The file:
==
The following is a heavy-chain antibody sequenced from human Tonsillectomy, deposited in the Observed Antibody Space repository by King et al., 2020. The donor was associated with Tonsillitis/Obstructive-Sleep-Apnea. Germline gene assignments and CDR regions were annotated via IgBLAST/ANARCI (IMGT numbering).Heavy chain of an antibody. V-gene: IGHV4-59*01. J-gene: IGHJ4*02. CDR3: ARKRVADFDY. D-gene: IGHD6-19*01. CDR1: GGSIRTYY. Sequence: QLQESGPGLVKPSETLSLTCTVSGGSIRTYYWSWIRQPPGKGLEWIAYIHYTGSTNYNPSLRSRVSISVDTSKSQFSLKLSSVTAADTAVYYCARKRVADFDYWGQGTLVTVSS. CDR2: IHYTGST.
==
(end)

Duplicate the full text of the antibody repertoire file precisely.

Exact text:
The following is a heavy-chain antibody sequenced from human Tonsillectomy, deposited in the Observed Antibody Space repository by King et al., 2020. The donor was associated with Tonsillitis/Obstructive-Sleep-Apnea. Germline gene assignments and CDR regions were annotated via IgBLAST/ANARCI (IMGT numbering).Heavy chain of an antibody. V-gene: IGHV4-59*01. J-gene: IGHJ4*02. CDR3: ARKRVADFDY. D-gene: IGHD6-19*01. CDR1: GGSIRTYY. Sequence: QLQESGPGLVKPSETLSLTCTVSGGSIRTYYWSWIRQPPGKGLEWIAYIHYTGSTNYNPSLRSRVSISVDTSKSQFSLKLSSVTAADTAVYYCARKRVADFDYWGQGTLVTVSS. CDR2: IHYTGST.